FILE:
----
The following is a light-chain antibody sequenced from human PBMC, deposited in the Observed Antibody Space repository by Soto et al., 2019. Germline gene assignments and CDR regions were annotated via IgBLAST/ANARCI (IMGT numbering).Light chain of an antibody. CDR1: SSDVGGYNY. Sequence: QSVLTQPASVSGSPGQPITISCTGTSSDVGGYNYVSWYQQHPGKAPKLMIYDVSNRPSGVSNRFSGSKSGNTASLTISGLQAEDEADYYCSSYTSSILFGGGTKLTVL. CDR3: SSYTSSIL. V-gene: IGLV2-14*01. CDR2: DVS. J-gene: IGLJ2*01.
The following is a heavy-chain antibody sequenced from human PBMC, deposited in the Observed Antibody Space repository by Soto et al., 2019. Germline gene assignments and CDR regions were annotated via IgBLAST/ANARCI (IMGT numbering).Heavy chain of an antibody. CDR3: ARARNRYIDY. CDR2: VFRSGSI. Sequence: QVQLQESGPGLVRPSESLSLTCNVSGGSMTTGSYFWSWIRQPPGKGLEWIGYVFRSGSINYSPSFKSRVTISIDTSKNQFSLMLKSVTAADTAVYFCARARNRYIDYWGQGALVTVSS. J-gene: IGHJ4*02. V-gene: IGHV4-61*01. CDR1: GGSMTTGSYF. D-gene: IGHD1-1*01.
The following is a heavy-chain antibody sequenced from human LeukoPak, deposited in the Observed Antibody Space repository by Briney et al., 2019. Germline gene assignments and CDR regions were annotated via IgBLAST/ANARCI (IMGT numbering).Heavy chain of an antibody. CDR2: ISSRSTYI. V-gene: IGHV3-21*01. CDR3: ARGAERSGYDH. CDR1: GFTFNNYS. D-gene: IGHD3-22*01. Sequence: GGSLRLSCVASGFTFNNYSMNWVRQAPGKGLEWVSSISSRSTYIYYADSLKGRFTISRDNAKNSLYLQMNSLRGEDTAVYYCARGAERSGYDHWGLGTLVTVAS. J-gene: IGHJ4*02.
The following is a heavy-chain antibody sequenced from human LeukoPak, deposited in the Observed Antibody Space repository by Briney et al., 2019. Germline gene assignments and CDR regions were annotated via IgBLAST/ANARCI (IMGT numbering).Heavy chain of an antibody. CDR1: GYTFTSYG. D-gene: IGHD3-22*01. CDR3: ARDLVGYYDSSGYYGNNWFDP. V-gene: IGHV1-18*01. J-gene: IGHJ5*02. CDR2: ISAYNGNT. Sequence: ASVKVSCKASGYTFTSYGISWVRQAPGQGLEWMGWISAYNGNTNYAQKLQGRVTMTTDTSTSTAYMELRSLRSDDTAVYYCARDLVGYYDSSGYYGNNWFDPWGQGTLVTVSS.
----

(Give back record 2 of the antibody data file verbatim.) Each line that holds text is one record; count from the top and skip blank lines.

The following is a heavy-chain antibody sequenced from human PBMC, deposited in the Observed Antibody Space repository by Soto et al., 2019. Germline gene assignments and CDR regions were annotated via IgBLAST/ANARCI (IMGT numbering).Heavy chain of an antibody. CDR3: ARARNRYIDY. CDR2: VFRSGSI. Sequence: QVQLQESGPGLVRPSESLSLTCNVSGGSMTTGSYFWSWIRQPPGKGLEWIGYVFRSGSINYSPSFKSRVTISIDTSKNQFSLMLKSVTAADTAVYFCARARNRYIDYWGQGALVTVSS. J-gene: IGHJ4*02. V-gene: IGHV4-61*01. CDR1: GGSMTTGSYF. D-gene: IGHD1-1*01.